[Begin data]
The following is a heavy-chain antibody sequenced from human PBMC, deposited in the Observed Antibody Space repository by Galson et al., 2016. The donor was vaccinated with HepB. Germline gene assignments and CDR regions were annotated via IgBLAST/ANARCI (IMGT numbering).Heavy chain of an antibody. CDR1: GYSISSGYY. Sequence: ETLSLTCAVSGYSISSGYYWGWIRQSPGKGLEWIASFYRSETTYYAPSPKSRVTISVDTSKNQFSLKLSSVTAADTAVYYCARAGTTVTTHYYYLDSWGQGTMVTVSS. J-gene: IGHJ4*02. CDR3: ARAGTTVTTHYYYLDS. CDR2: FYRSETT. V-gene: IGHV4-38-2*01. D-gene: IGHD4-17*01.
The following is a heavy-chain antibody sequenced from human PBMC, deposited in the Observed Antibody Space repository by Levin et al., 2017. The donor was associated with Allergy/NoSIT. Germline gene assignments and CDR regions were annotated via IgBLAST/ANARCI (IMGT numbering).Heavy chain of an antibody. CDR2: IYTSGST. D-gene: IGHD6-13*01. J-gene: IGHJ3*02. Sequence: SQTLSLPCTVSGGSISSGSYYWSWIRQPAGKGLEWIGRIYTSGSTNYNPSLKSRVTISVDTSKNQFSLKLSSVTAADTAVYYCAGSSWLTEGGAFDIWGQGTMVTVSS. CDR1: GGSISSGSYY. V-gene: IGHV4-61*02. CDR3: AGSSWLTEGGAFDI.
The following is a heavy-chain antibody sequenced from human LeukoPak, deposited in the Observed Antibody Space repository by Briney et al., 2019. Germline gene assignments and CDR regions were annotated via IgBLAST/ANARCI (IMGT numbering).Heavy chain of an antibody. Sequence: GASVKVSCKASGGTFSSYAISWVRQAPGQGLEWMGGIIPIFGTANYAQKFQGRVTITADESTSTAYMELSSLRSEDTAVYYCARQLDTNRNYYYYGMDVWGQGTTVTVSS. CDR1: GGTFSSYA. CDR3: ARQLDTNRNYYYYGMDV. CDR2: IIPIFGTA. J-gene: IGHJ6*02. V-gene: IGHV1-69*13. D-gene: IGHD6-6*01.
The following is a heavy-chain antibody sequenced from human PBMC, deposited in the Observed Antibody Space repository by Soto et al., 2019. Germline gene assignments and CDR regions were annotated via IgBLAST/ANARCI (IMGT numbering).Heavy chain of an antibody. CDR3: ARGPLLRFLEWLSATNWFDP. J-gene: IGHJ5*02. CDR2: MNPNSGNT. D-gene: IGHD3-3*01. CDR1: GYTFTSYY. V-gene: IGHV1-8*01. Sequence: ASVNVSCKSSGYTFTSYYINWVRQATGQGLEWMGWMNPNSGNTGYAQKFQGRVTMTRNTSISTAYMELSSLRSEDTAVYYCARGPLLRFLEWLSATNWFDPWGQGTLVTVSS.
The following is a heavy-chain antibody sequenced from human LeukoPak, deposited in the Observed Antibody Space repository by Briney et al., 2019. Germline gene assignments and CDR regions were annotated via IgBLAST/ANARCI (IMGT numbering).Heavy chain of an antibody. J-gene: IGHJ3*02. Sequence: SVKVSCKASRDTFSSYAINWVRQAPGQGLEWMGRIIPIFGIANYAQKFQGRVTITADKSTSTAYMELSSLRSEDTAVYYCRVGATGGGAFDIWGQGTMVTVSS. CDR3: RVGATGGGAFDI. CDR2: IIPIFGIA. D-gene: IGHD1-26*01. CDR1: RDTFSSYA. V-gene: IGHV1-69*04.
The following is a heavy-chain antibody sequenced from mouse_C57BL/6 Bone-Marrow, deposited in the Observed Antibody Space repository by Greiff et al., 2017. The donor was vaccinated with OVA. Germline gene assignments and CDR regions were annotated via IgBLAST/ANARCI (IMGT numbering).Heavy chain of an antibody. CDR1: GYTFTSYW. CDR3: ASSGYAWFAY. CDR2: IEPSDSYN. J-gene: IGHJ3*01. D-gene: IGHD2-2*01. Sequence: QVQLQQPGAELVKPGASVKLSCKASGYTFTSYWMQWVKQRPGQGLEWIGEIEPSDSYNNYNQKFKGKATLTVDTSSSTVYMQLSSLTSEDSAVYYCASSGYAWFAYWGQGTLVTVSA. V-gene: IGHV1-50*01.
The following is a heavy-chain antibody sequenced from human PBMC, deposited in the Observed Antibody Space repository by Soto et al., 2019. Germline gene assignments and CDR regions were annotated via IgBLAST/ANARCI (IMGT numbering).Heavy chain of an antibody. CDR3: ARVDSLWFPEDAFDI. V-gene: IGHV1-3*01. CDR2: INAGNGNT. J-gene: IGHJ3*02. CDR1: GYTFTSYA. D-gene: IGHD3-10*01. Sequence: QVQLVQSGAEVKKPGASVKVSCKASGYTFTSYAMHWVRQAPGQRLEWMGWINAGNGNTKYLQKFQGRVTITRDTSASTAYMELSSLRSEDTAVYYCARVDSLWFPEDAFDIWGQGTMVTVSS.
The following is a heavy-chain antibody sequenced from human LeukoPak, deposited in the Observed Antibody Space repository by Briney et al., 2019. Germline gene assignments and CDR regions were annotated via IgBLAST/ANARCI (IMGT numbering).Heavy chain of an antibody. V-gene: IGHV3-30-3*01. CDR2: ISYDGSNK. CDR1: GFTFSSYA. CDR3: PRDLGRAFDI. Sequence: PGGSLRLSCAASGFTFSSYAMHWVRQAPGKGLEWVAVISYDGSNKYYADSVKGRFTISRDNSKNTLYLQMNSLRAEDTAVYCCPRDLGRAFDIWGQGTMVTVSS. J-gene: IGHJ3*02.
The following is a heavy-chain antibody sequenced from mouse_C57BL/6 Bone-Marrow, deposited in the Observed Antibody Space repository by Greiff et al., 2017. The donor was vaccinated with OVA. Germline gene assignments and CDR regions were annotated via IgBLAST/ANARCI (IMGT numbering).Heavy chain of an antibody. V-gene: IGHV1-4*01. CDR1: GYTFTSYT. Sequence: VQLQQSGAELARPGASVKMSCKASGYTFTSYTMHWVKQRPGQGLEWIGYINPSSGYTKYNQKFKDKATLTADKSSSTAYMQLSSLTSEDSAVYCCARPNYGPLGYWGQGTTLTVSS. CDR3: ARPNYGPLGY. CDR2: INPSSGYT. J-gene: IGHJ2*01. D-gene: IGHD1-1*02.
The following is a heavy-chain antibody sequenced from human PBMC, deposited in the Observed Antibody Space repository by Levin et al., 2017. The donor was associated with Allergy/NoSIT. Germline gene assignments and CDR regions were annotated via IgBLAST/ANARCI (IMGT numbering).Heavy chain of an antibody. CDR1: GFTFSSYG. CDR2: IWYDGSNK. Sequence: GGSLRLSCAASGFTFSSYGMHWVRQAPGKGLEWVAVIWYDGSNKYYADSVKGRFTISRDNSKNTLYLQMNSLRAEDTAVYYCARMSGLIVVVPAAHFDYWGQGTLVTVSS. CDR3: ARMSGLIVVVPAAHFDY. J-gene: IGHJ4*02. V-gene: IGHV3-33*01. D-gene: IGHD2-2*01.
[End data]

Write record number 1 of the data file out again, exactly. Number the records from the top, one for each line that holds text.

The following is a heavy-chain antibody sequenced from human PBMC, deposited in the Observed Antibody Space repository by Galson et al., 2016. The donor was vaccinated with HepB. Germline gene assignments and CDR regions were annotated via IgBLAST/ANARCI (IMGT numbering).Heavy chain of an antibody. CDR1: GYSISSGYY. Sequence: ETLSLTCAVSGYSISSGYYWGWIRQSPGKGLEWIASFYRSETTYYAPSPKSRVTISVDTSKNQFSLKLSSVTAADTAVYYCARAGTTVTTHYYYLDSWGQGTMVTVSS. J-gene: IGHJ4*02. CDR3: ARAGTTVTTHYYYLDS. CDR2: FYRSETT. V-gene: IGHV4-38-2*01. D-gene: IGHD4-17*01.